Just when you think politics in BC can't get any weirder...
Last week, the BC Liberals held a $125-a-ticket political fundraiser in Calgary with BC Energy Minister Rich Coleman and Communities Minister Bill Bennett in attendance to collect the cheques. Premier Clark may have picked a fight with Alberta's premier over the Enbridge pipeline, but Alberta's business elite publicly admitted they are more afraid of the NDP than they are the Liberal premier, even if she is thwarting a major pipeline project.
The premier's justification for going out of province to fundraise is that Alberta business leaders have a vested interest in B.C. politics and they have the right to try and protect that interest with their money. That rationalization proves political donations are to buy influence, providing more evidence that we must reform our election finance laws.
The NDP's response to this fundraiser was to confirm that they too accept donations from out-of-province companies, individuals and organizations.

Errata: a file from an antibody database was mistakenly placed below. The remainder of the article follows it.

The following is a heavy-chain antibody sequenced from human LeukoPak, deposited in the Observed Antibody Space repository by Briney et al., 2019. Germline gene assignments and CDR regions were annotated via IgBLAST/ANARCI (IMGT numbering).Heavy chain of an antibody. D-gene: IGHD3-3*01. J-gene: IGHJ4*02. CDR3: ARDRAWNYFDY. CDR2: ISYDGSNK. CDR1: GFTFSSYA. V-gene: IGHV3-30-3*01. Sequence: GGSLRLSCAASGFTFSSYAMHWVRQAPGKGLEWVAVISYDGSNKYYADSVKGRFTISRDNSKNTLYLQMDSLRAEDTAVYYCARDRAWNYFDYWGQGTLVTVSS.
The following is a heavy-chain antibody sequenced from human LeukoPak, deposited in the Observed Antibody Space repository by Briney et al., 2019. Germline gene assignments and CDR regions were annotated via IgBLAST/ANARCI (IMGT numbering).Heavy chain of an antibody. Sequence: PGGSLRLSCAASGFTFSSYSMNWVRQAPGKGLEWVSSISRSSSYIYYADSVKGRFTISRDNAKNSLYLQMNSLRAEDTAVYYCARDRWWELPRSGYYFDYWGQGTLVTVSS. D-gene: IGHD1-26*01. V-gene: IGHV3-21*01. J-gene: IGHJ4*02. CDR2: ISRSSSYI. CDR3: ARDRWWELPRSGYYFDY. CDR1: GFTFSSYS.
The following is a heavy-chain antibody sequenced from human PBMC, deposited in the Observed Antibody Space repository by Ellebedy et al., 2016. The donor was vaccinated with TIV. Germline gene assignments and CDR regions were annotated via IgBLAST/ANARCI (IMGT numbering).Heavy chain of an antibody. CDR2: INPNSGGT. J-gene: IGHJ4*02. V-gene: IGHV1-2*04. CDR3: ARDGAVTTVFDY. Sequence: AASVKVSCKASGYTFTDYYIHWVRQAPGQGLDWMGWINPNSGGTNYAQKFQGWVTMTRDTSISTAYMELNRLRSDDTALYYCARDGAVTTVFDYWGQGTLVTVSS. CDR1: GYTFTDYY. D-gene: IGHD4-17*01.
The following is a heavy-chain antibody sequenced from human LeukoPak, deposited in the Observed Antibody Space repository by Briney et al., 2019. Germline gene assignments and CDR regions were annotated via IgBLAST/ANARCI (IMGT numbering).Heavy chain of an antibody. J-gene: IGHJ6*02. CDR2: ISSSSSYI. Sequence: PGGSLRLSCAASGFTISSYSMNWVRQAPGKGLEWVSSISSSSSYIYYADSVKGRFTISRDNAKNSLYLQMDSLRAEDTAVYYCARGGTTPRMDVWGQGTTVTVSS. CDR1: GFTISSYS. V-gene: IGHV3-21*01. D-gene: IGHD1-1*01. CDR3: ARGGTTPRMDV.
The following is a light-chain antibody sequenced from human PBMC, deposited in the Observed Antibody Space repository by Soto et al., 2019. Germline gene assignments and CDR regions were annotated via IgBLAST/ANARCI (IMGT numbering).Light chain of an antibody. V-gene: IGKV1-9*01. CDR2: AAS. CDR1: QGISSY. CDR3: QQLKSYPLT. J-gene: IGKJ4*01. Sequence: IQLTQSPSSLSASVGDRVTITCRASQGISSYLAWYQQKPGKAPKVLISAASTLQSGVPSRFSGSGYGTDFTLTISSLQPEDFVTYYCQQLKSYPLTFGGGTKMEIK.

B.C. elections should only be influenced by B.C. voters. That principle should apply to both votes and political donations. Only B.C. residents and only individuals (not corporations or unions) should be allowed to donate to B.C.'s political parties.
B.C.'s political weirdness continued with the announcement that as much as $12 million of taxpayer money will be spent to host a Bollywood awards gala within weeks of the provincial election in May. The claimed potential return to the B.C. economy: as little as $13 million, little more than we'll invest in the event.
It's important to note that the South Asian community is a large and growing voting bloc in urban and suburban B.C. This is clearly an attempt to use your tax money to buy those votes.
The NDP's response to the cost of this event for taxpayers was lackluster in comparison to their recent criticism of government advertising. They want to attract the South Asian vote too, so they're not attacking the fundamental question of whether hosting the Times of India Movie Awards is an appropriate way to spend tax money.
It's no wonder people don't like paying taxes: British Columbians' hard-earned money is being spent on events they could never afford to attend, even as public services are being cut by a government that claims it's broke. Tax money should be spent on public services, not galas for B.C.'s and India's elites.
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